In 73 patients with drug-resistant temporal lobe epilepsy submitted to an unilateral anterior temporal lobectomy the radiographs were studied to see if there were any correlation with the pathology subsequently found and with the outcome of the operation. A small middle cranial fossa, focal calcification, and temporal horn displacement are often better indices of the underlying pathology than temporal horn dilatation alone. In a small number of cases, however, radiological changes were seen on the side opposite to an unilateral EEG focus, thus suggesting bilateral disease.  (+info)

Supratentorial extracerebral cysts in infants and children. (5/64)

Twelve cases of supratentorial extracerebral cysts in infants and children are reported. Eight were located in the Sylvian fissure, two in the interhemispheric fissue, and two over the convexity of the cerebral hemispheres. Irrespective of their precise location these cysts, in their common, uncomplicated form, give rise to a clinical syndrome different from that recorded in older patients, with a symmetrical macrocrania of a severe degree unassociated with any neurological signs or abnormalities in psychomotor development. Extensive unilateral transillumination of the skull is common (six cases). These features, in association with specific angiographic and pneumoencephalographic findings, make a preoperative diagnosis possible. Extracerebral cysts (either arachnoidal or histologically more complex) should be distinguished from intracerebral cavities which may closely mimic them, even at surgery. The natural history of infatile cysts is studied and serial head-measurements (pre-and postoperative) are presented in five cases. Insufficient knowledge of the spontaneous course and incidence of complications prevents definite statements on the necessity and type of therapy.  (+info)

Electroencephalographic findings in a case of globoid cell leukodystrophy. (6/64)

An increased slow wave pattern of the EEG basic waves without epileptogenic discharges was observed in an early stage of a case of Krabbe's disease. In the later stage of the illness, spikes and sharp waves were mixed with. The peculiar runs of fast activity which were described by Kliemann et al. (1969) were not observed during the course of our patient.  (+info)

MR cisternography of the cerebellopontine angle: comparison of three-dimensional fast asymmetrical spin-echo and three-dimensional constructive interference in the steady-state sequences. (7/64)

BACKGROUND AND PURPOSE: MR cisternography has been used as the noninvasive screening tool of the cerebellopontine angle. The purpose of this study was to directly compare two currently dominant types of sequences for heavily T2-weighted MR cisternography. METHODS: Three-dimensional fast asymmetric spin-echo (3D-FASE) sequences, which are 3D half-Fourier rapid acquisition with relaxation enhancement and 3D constructive interference in the steady-state (3D-CISS) sequences, were compared on a clinical 1.5-T MR unit using the same scan times. In five healthy volunteers, the contrast-to-noise ratio (C/N) between CSF and the cerebellum was measured at three locations. Then, for qualitative analysis, the quality of the labyrinth was scored on the original source multiplanar reformatted images, the virtual endoscopic images, and the maximum intensity projection (MIP) images. In 20 consecutive patients with suspected cerebellopontine angle tumors, visualization of the tumors was evaluated using 3D contrast-enhanced spoiled gradient-echo imaging as the standard of reference. RESULTS: Both sequences showed comparable mean C/N values; however, in qualitative analysis, the scores for 3D-CISS on the source, virtual endoscopic, and MIP images were significantly lower than those on the images obtained with 3D-FASE, owing to more prominent flow and magnetic susceptibility artifacts on the 3D-CISS sequences. In all subjects, discontinuity of the semicircular canals was seen on the virtual endoscopic and MIP images obtained with 3D-CISS, owing to susceptibility artifacts, but not on those obtained with 3D-FASE. All 12 tumors were detected by both sequences, but 3D-CISS gave one false-positive result. CONCLUSION: 3D-FASE is considered the method of choice because artifacts are reduced and specificity is increased.  (+info)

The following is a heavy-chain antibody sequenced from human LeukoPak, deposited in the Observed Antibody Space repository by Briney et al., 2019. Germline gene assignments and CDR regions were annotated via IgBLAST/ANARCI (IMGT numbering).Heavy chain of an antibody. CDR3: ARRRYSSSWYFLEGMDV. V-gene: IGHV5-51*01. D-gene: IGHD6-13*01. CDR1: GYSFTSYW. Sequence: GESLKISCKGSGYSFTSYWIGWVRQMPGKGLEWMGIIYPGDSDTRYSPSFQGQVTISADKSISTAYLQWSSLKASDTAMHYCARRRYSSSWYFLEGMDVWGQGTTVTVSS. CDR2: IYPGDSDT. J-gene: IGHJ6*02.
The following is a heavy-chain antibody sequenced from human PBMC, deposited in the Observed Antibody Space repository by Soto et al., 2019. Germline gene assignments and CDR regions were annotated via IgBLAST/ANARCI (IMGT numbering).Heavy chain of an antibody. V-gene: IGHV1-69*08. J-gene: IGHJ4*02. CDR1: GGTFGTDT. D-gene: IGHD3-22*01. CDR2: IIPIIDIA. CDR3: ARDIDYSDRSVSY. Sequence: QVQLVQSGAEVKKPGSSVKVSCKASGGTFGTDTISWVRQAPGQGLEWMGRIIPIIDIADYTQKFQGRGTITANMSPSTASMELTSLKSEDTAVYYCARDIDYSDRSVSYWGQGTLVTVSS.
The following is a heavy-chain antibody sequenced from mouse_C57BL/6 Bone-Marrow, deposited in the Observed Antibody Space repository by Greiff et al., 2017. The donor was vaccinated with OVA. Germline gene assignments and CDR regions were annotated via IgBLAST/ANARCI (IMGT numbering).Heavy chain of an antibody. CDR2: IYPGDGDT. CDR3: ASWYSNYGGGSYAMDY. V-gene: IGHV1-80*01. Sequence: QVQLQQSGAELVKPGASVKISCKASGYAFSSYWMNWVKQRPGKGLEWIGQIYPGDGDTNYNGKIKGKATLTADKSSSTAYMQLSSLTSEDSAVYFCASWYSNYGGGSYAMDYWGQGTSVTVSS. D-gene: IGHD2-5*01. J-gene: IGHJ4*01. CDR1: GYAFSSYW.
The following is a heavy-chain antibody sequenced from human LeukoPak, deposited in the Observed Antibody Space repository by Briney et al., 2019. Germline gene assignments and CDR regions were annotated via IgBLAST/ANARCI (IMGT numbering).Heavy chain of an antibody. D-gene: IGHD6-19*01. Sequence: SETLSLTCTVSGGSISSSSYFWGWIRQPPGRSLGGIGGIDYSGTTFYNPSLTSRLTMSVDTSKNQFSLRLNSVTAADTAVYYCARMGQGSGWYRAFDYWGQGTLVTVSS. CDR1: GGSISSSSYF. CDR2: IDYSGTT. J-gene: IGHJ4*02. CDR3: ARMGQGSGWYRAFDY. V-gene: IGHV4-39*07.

Acute hemiplegia of childhood. (8/64)

Acute hemiplegia of obscure cause occurred in 28 children: 13 had had prolonged seizures and a high temperature (considered to have been the direct cause of the brain damage); 5 had had brief seizures, a lower temperature and a depressed level of consciousness; and 10 had a nonfebrile onset of hemiplegia and were found to have vascular abnormalities. Most of the first group were retarded and epileptic at long-term follow-up, as were about half of the second group, whereas children in the third group were of normal intelligence and epilepsy was uncommon among them. Hemiplegia persisted at follow-up in most of the children in each group, the proportion being at least in the third group; if cerebral angiography had demonstrated carotid stenosis or occlusion there was usually poor recovery from the hemiplegia. Bilateral changes on plain skull films or pneumoencephalograms were associated with mental retardation. Failure to control prolonged seizures accompanied by a high temperature predisposes to brain damage; therefore, early and vigorous management is essential.  (+info)